makefile problems

This is a discussion on makefile problems within the C++ Programming forums, part of the General Programming Boards category; Hi, I'm playing around with makefiles on Linux and I can't quite figure out what's wrong with this one: Code: ...

  1. #1
    and the hat of sweating
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    makefile problems

    Hi,
    I'm playing around with makefiles on Linux and I can't quite figure out what's wrong with this one:
    Code:
    # makefile for test build.
    ###########################################################
    
    CC = g++
    CDEBUG = -g3
    CRELEASE = -O3
    DEFS =
    CFLAGS = -I. $(DEFS) -c -pedantic-errors
    LDFLAGS =
    OBJS = main.o
    DEBUG_PATH = debug
    RELEASE_PATH = release
    TARGET = main
    
    clean:
    	rm -f $(DEBUG_PATH)/*.o  $(DEBUG_PATH)/$(TARGET)
    	rm -f $(RELEASE_PATH)/*.o  $(RELEASE_PATH)/$(TARGET)
    	rmdir $(DEBUG_PATH)
    	rmdir $(RELEASE_PATH)
    
    all:	debug release
    
    debug:	$(DEBUG_PATH)  $(DEBUG_PATH)/$(OBJS)
    	cd $(DEBUG_PATH)
    	$(CC) $(LDFLAGS) $(OBJS) -o $(TARGET)
    
    release:	$(RELEASE_PATH)  $(RELEASE_PATH)/$(OBJS)
    	cd $(RELEASE_PATH)
    	$(CC) $(LDFLAGS) $(OBJS) -o $(TARGET)
    
    $(DEBUG_PATH):
    	mkdir $(DEBUG_PATH)
    
    $(RELEASE_PATH):
    	mkdir $(RELEASE_PATH)
    
    $(DEBUG_PATH)/main.o:	main.cpp
    	cd $(DEBUG_PATH)
    	$(CC) $(CDEBUG) $(CFLAGS) ../main.cpp
    
    $(RELEASE_PATH)/main.o:	main.cpp
    	cd $(RELEASE_PATH)
    	$(CC) $(CRELEASE) $(CFLAGS) ../main.cpp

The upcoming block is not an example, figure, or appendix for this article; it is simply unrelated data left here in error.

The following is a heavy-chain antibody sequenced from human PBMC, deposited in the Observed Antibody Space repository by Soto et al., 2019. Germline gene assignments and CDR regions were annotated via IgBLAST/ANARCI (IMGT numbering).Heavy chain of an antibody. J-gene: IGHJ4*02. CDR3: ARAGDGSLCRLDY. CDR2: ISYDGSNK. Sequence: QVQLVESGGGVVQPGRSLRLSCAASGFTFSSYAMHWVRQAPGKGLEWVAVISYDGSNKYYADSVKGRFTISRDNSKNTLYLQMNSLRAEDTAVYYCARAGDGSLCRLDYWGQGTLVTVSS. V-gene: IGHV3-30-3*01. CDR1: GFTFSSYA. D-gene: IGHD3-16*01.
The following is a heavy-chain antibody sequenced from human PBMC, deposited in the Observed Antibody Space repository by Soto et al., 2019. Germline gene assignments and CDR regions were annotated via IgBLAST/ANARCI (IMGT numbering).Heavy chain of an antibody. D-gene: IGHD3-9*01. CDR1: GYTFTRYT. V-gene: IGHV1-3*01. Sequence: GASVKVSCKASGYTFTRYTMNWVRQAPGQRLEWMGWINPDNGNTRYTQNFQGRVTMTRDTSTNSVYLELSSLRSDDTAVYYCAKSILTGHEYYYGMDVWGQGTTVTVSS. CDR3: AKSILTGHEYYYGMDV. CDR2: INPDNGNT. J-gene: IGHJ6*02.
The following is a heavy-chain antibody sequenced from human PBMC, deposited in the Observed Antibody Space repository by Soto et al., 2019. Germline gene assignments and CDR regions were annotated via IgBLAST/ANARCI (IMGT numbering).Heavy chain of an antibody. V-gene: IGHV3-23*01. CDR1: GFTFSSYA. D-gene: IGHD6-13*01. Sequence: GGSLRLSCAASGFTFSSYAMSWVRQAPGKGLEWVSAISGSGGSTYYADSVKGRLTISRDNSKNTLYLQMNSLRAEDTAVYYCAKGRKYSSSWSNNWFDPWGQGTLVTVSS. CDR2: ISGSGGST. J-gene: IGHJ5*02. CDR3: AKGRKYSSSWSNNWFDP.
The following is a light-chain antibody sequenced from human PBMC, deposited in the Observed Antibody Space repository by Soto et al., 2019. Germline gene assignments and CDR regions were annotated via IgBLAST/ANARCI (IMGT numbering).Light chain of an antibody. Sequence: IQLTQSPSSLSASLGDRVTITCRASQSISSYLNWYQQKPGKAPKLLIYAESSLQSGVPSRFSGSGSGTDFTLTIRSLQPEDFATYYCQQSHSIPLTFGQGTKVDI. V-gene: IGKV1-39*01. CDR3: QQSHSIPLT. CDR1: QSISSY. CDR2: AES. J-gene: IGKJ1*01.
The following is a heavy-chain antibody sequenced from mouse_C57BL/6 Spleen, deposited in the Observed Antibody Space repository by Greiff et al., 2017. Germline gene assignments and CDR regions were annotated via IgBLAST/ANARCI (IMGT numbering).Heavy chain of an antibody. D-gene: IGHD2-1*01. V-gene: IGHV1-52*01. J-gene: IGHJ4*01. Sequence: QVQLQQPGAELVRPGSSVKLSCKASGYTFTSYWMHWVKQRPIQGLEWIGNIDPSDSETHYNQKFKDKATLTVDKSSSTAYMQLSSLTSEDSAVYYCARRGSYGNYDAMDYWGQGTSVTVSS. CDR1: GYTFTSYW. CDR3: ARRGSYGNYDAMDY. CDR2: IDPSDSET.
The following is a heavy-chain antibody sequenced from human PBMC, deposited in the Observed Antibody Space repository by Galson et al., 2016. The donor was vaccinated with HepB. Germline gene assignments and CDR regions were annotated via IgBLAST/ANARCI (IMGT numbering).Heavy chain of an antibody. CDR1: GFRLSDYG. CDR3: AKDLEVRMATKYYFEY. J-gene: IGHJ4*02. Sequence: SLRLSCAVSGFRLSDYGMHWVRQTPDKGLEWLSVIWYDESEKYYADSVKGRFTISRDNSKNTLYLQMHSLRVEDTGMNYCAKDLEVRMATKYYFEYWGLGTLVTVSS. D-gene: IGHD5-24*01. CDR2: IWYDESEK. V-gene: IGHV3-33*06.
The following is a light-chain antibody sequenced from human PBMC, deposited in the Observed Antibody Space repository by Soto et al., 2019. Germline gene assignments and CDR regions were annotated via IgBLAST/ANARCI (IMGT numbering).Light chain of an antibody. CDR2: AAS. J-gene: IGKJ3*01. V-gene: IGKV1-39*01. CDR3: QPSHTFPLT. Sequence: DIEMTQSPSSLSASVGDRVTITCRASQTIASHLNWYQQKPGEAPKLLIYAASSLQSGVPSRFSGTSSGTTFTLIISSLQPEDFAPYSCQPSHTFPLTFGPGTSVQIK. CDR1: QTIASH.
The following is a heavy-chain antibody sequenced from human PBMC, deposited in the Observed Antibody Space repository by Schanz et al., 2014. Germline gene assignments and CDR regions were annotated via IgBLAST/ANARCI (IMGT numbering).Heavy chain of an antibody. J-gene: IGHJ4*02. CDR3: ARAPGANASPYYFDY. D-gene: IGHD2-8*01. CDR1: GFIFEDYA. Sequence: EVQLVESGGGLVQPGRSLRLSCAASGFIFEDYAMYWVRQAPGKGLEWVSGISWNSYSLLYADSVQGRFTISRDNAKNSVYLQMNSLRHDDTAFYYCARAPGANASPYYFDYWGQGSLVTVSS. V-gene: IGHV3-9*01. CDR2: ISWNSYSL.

If I run make debug it barfs out all these errors:
    Code:
    makefile:32: warning: overriding commands for target `debug'
    makefile:24: warning: ignoring old commands for target `debug'
    makefile:35: warning: overriding commands for target `release'
    makefile:28: warning: ignoring old commands for target `release'
    make: Circular debug <- debug dependency dropped.
    cd debug
    /bin/sh: line 0: cd: debug: No such file or directory
    make: *** [debug/main.o] Error 1
    Here's main.cpp in case it matters:
    Code:
    // main.cpp
    /////////////////////////////////////////////////////////////////////
    #include <iostream>
    using namespace std;
    
    int main()
    {
    	cout << "Hello World!" << endl;
    	return 0;
    }
    Can someone explain what those warnings mean and especially why the debug directory isn't being created?

  2. #2
    int x = *((int *) NULL); Cactus_Hugger's Avatar
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    You have a circular reference, and that's why make drops the target. This is in your makefile, although not explicitly:
    Code:
    debug : debug
    It actually looks like this:
    Code:
    debug:	$(DEBUG_PATH)  $(DEBUG_PATH)/$(OBJS)
    Remember, DEBUG_PATH=debug
    Ditto for release.
    You'll probably have to rename one of those...

    Also, I've run into problems using directories as targets like that in makefiles under Windows. Seems whenever a file inside of that directory (but not subdirs) is modified, so is the directory. This made make always want to rebuild a fair portion of the project incorrectly.
    long time; /* know C? */
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  3. #3
    and the hat of sweating